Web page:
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Conversations: African and African American Artworks in Dialogue Opens November 9, 2014

Kepi in Bree Street

Nontsikelelo “Lolo” Veleko
born 1977, South Africa
Kepi in Bree Street
2006
From the Beauty Is in the Eye of the Beholder series
Digital print with pigment dyes on cotton paper
42 x 29 cm (16 9/16 x 11 7/16 in.)
National Museum of African Art, Smithsonian Institution, purchased with funds provided by the Annie Laurie Aitken Endowment, 2011-7-1.4
Photograph by Franko Khoury

One of the world’s preeminent private collections of African American art will have its first public viewing later this year at the Smithsonian’s National Museum of African Art. “Conversations: African and African American Artworks in Dialogue” brings together artworks from two world-class collections: the National Museum of African Art and the William H. and Camille O. Cosby Collection. The exhibition, which opens at the museum Nov. 9 and remains on view through early 2016, is a major part of the museum’s 50th anniversary, celebrating its unique history and contributions toward furthering meaningful dialogue between Africa and the African diaspora.

Conversations” presents selected pieces from the Cosby collection, including works by Romare Bearden, Elizabeth Catlett, Beauford Delaney, Loïs Mailou Jones, Jacob Lawrence, Keith Morrison, Faith Ringgold, Augusta Savage, Henry Ossawa Tanner and Alma Thomas. With the exception of one work of art, the Cosby collection has never been loaned or seen publicly and only rarely and selectively published. These and other works of African American art are placed in thematic dialogue with African traditional works of art, including a Kongo female figure with child from the Democratic Republic of the Congo, a lidded bowl from Nigeria by the Yoruba master artist Olowe of Ise and a Nuna butterfly mask from Burkina Faso, and with modern and contemporary works of art by artists, including Fodé Camara from Senegal, Godfried Donkor from Ghana and William Kentridge from South Africa. The exhibition and its accompanying publication are organized to explore intersecting ideas about history, creativity, power, identity and artistry in ways that resonate with people the world over.

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Community Day 2014

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Community Day 2014, celebrated on August 9th, brought over 1,500 visitors to the Museum. This event included live performances, lectures and art workshops, as well as face and henna-painting.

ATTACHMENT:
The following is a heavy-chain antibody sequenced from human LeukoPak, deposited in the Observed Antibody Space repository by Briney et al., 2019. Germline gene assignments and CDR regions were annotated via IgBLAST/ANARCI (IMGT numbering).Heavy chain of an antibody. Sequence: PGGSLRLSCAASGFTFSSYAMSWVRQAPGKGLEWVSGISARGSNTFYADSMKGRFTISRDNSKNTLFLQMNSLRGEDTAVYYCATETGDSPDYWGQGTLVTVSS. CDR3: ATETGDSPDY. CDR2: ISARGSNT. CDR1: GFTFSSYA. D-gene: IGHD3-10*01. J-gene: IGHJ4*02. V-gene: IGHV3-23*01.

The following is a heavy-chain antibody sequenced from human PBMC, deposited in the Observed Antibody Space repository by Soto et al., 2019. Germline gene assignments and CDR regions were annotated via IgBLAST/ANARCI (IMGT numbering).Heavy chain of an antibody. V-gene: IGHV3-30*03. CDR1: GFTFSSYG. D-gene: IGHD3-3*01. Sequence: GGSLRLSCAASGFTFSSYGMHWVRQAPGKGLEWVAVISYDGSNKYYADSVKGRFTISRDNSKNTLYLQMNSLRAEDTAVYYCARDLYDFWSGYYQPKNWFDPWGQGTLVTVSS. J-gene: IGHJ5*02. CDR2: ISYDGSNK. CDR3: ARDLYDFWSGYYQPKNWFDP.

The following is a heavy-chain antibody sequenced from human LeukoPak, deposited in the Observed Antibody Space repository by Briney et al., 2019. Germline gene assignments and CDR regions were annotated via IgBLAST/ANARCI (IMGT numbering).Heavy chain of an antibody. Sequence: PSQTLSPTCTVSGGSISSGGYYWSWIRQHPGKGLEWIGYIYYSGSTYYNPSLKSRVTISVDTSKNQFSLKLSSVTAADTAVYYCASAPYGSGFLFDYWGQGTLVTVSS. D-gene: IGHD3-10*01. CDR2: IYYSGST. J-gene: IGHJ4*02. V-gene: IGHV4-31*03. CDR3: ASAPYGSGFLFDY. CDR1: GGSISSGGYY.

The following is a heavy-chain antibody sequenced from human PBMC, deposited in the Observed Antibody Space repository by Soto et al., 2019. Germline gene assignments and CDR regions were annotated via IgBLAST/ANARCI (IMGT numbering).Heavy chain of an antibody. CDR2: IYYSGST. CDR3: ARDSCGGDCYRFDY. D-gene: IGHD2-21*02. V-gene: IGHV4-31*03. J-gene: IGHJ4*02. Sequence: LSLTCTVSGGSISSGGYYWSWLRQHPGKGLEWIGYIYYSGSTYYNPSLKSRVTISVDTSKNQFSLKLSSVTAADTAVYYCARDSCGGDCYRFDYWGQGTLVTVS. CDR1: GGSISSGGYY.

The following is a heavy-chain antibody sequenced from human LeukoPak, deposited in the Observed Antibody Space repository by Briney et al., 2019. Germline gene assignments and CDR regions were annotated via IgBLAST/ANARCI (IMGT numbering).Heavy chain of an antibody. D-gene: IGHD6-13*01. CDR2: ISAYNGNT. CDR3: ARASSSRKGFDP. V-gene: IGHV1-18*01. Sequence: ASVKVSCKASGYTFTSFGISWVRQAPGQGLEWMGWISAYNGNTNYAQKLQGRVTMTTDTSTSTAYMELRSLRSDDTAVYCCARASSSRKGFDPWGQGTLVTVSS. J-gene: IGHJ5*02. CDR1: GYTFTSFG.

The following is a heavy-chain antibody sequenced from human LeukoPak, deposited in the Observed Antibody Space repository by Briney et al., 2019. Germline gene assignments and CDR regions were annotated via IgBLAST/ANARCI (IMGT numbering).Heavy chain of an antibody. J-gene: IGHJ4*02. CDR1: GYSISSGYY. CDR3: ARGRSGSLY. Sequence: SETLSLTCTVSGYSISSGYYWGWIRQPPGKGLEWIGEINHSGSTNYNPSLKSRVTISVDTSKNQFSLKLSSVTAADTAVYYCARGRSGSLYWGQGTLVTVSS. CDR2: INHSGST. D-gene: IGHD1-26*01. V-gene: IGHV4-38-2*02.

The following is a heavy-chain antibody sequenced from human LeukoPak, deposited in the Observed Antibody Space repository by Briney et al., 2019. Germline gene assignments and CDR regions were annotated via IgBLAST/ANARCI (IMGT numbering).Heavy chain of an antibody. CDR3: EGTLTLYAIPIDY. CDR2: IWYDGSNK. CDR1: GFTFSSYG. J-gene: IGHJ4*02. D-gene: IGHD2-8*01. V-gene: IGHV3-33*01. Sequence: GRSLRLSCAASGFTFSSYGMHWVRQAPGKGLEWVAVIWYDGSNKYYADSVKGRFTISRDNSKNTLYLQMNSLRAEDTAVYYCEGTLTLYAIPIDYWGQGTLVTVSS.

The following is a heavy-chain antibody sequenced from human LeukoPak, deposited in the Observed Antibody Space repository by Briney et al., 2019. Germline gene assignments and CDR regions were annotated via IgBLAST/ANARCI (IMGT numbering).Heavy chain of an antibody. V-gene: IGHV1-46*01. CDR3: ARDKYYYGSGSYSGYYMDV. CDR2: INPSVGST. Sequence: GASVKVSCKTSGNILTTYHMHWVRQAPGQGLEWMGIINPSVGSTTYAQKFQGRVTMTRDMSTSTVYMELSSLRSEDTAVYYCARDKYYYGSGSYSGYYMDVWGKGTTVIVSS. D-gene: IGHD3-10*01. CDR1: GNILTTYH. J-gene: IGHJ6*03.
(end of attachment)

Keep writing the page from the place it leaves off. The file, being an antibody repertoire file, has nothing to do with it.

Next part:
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Smithsonian Summer Showdown

Summer Showdown

It’s a Summer Showdown! We’re in a friendly competition with the other art museums in the Smithsonian Institution. Vote for Yinka Shonibare, MBE and African Art so we can win.

Voting closes on Monday, August 4.

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50th Anniversary Gala

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National Museum of African Art
November 7, 2014

Our signature event celebrates not only the museum’s 50th anniversary, but the opening of a very special exhibition, Conversations: African and African American Artworks in Dialogue, featuring works from the collections of the National Museum of African Art and Drs. Camille and Bill Cosby.

Guests to the gala will have the unprecedented opportunity to view Conversations and artworks from the never-before-exhibited Cosby Collection prior to its official opening.

Guests attending the 50th Anniversary Gala will include international business leaders, foreign ministers, ambassadors, thought leaders, lobbyists, philanthropists, and leaders of U.S. government agencies. Through your sponsorship of the National Museum of African Art and its 50th Anniversary Gala, these key decision makers will see your commitment to Africa.

For more information.

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Applications are being accepted for the Travel to Collections award